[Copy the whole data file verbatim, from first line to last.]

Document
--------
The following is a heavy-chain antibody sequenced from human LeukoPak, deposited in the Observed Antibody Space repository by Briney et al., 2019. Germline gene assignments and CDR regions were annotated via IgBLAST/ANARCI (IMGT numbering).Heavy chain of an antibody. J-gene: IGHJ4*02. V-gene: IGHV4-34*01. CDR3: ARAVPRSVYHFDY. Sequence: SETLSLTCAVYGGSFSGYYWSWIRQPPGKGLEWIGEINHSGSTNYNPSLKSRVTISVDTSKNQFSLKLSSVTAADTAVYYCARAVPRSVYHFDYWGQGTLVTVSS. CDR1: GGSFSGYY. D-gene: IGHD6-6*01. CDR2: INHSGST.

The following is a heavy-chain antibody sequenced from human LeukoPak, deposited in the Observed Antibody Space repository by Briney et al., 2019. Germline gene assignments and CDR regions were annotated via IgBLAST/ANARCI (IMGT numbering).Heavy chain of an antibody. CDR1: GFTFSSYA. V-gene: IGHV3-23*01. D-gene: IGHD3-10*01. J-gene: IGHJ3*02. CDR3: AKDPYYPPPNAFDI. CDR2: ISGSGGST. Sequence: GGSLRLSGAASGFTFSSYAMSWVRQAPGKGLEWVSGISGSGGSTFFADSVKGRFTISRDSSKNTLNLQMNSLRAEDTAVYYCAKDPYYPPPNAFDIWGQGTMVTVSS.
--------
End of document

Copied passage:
The following is a heavy-chain antibody sequenced from human LeukoPak, deposited in the Observed Antibody Space repository by Briney et al., 2019. Germline gene assignments and CDR regions were annotated via IgBLAST/ANARCI (IMGT numbering).Heavy chain of an antibody. J-gene: IGHJ4*02. V-gene: IGHV4-34*01. CDR3: ARAVPRSVYHFDY. Sequence: SETLSLTCAVYGGSFSGYYWSWIRQPPGKGLEWIGEINHSGSTNYNPSLKSRVTISVDTSKNQFSLKLSSVTAADTAVYYCARAVPRSVYHFDYWGQGTLVTVSS. CDR1: GGSFSGYY. D-gene: IGHD6-6*01. CDR2: INHSGST.

The following is a heavy-chain antibody sequenced from human LeukoPak, deposited in the Observed Antibody Space repository by Briney et al., 2019. Germline gene assignments and CDR regions were annotated via IgBLAST/ANARCI (IMGT numbering).Heavy chain of an antibody. CDR1: GFTFSSYA. V-gene: IGHV3-23*01. D-gene: IGHD3-10*01. J-gene: IGHJ3*02. CDR3: AKDPYYPPPNAFDI. CDR2: ISGSGGST. Sequence: GGSLRLSGAASGFTFSSYAMSWVRQAPGKGLEWVSGISGSGGSTFFADSVKGRFTISRDSSKNTLNLQMNSLRAEDTAVYYCAKDPYYPPPNAFDIWGQGTMVTVSS.